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Prosecutor says restraining children at Missouri's Agape Boarding School doesn't violate the law

Laura Bauer and Judy L. Thomas, The Kansas City Star on

Published in News & Features

KANSAS CITY, Mo. — A southwest Missouri prosecutor said the attorney general wanted him to file dozens more charges against Agape Boarding School employees, but he didn’t believe restraining students violated the law.

Cedar County Prosecuting Attorney Ty Gaither said parents have the right and discretion – according to Missouri law – to discipline their kids. And when students are at the school, staff are acting in place of their parents.

“If the Missouri legislature wishes to change that, they have the power to do so,” Gaither told The Kansas City Star on Thursday. “Our job is to follow the law. The facts presented to me … would not justify a conviction for disciplining the children out there.”

Since the fall of 2020, as local and state authorities investigated two boarding schools in his county, Gaither has publicly said little more than “no comment.” He repeatedly has insisted that Missouri’s rules of professional conduct for lawyers prohibited him from speaking about cases.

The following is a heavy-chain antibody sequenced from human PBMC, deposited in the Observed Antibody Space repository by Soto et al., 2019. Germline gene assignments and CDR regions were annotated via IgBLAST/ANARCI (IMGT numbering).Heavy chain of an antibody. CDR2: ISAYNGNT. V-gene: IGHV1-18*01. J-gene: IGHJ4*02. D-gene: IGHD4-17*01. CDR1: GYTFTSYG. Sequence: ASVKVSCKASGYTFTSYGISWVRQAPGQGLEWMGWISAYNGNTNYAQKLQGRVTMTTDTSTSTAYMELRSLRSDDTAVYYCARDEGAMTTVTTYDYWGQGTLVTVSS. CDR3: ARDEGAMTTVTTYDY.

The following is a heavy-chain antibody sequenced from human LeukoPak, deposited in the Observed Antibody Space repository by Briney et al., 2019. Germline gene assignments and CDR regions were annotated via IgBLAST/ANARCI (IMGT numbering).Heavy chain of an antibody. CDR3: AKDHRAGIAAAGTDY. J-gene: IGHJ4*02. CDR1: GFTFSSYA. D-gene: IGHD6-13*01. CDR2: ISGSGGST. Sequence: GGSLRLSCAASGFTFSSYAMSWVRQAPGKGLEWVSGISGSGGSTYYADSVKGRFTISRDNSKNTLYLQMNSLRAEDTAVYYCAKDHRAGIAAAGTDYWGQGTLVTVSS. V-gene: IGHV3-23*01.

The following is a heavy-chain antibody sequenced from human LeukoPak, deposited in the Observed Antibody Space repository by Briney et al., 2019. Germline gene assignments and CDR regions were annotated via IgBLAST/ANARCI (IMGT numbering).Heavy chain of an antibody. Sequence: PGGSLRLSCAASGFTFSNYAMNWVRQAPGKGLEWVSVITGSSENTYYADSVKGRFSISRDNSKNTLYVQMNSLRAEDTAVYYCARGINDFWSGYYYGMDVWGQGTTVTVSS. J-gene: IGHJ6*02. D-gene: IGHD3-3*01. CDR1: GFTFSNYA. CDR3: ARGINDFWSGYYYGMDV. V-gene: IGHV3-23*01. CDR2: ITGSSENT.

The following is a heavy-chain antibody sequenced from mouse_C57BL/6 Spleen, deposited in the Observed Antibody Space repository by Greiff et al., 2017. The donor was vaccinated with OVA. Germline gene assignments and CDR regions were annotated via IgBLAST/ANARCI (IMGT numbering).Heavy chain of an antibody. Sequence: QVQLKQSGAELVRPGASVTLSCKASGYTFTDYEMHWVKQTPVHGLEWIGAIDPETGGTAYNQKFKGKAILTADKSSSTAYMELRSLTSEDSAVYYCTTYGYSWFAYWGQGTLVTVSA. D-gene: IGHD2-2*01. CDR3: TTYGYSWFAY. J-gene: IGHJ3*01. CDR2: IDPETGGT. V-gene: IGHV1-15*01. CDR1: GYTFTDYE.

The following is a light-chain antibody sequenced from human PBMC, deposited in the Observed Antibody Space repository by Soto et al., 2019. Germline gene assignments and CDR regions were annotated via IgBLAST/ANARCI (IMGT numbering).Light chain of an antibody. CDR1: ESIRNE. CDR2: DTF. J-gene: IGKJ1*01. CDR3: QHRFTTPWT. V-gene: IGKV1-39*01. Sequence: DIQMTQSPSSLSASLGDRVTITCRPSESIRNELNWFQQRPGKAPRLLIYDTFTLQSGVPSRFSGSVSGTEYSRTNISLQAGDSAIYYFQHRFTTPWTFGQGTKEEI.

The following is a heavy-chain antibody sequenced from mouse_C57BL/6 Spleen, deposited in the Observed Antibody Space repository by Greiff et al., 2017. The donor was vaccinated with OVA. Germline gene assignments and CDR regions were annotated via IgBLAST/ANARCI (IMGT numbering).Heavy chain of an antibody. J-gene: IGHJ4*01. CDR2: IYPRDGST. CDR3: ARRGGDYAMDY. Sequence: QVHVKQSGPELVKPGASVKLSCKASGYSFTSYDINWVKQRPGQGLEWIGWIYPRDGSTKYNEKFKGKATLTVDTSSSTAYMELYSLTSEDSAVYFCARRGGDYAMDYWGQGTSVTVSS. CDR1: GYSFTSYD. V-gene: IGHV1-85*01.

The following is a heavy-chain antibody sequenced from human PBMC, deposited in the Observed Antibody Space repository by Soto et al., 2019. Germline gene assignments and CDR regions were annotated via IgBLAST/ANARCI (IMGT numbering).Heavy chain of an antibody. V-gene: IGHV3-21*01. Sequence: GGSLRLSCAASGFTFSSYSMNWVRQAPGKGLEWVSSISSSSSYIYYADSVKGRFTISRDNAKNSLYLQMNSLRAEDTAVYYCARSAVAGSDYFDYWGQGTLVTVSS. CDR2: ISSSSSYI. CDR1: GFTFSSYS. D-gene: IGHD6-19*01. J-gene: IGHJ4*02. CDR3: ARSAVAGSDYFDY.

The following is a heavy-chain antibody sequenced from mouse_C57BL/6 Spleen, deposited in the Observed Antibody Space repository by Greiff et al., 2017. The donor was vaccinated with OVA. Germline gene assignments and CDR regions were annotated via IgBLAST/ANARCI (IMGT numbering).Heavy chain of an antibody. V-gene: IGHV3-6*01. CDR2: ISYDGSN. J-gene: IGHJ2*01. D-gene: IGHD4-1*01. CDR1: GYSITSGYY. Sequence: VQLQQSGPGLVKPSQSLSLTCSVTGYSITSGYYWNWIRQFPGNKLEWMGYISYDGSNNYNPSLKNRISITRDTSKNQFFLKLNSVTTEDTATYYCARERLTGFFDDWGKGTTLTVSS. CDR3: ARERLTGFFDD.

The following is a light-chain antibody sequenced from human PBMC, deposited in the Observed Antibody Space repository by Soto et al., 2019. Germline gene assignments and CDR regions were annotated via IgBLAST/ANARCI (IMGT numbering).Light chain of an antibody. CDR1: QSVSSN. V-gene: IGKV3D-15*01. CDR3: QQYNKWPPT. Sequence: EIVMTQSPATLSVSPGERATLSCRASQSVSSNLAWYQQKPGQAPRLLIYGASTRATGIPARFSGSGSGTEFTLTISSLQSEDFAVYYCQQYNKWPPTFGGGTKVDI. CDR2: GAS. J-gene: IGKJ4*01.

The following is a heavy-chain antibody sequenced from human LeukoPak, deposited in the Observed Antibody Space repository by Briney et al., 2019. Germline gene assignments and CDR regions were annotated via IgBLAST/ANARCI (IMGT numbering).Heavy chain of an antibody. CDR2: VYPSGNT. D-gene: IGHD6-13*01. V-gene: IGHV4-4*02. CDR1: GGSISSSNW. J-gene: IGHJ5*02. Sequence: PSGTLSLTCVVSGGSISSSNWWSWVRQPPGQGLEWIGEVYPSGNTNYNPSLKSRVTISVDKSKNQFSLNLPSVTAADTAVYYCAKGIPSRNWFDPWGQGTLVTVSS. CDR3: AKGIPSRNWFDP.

But he changed course this week after Missouri House Speaker Rob Vescovo urged federal authorities in a Sept. 21 letter to intervene in the Agape case, labeling Gaither and other county officials as “undeniably corrupt.”

“Yes, it hits a chord,” the prosecutor said. “I believe it requires a response. … It is undeniably beneath the dignity of the office of the speaker to make unfounded allegations that I and other local officials are corrupt and complicit in human trafficking.”

 

In a 21/2-hour interview inside a Cedar County courtroom Thursday, Gaither said declining to file those charges related to 42 counts of student discipline has “deteriorated” his relationship with the attorney general’s office.

He did file charges against five Agape staffers. He accused the AG’s office and the Missouri Highway Patrol of cutting him off and refusing to help with those cases – by not providing contact information for the alleged victims or help in transporting them to southwest Missouri.

“If I’m not able to have the children transported here, if I’m not able to find those children, if I’m not able to subpoena those children, it seriously hampers our case,” the prosecutor said.

Chris Nuelle, press secretary for the AG’s office, said “history will prove that the attorney general’s office was on the right side of this issue.”

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